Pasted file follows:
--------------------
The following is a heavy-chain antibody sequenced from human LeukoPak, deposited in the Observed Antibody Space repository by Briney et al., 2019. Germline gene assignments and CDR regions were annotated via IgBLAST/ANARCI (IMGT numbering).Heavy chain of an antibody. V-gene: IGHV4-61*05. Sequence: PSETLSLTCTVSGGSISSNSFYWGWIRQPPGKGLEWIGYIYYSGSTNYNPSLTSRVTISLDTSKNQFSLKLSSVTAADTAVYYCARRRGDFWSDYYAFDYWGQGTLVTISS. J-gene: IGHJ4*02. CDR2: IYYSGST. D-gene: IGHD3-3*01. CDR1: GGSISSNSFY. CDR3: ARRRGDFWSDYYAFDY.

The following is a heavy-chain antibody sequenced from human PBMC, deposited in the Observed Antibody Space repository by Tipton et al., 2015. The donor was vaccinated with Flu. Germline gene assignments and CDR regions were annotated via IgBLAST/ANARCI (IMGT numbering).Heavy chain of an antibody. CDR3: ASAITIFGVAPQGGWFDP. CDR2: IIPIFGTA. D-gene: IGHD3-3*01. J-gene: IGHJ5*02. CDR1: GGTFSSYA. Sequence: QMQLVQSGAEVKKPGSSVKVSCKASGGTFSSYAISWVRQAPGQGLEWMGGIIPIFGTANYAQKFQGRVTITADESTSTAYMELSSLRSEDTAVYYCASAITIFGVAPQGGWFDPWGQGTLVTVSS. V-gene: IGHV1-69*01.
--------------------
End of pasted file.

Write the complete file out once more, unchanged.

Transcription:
The following is a heavy-chain antibody sequenced from human LeukoPak, deposited in the Observed Antibody Space repository by Briney et al., 2019. Germline gene assignments and CDR regions were annotated via IgBLAST/ANARCI (IMGT numbering).Heavy chain of an antibody. V-gene: IGHV4-61*05. Sequence: PSETLSLTCTVSGGSISSNSFYWGWIRQPPGKGLEWIGYIYYSGSTNYNPSLTSRVTISLDTSKNQFSLKLSSVTAADTAVYYCARRRGDFWSDYYAFDYWGQGTLVTISS. J-gene: IGHJ4*02. CDR2: IYYSGST. D-gene: IGHD3-3*01. CDR1: GGSISSNSFY. CDR3: ARRRGDFWSDYYAFDY.

The following is a heavy-chain antibody sequenced from human PBMC, deposited in the Observed Antibody Space repository by Tipton et al., 2015. The donor was vaccinated with Flu. Germline gene assignments and CDR regions were annotated via IgBLAST/ANARCI (IMGT numbering).Heavy chain of an antibody. CDR3: ASAITIFGVAPQGGWFDP. CDR2: IIPIFGTA. D-gene: IGHD3-3*01. J-gene: IGHJ5*02. CDR1: GGTFSSYA. Sequence: QMQLVQSGAEVKKPGSSVKVSCKASGGTFSSYAISWVRQAPGQGLEWMGGIIPIFGTANYAQKFQGRVTITADESTSTAYMELSSLRSEDTAVYYCASAITIFGVAPQGGWFDPWGQGTLVTVSS. V-gene: IGHV1-69*01.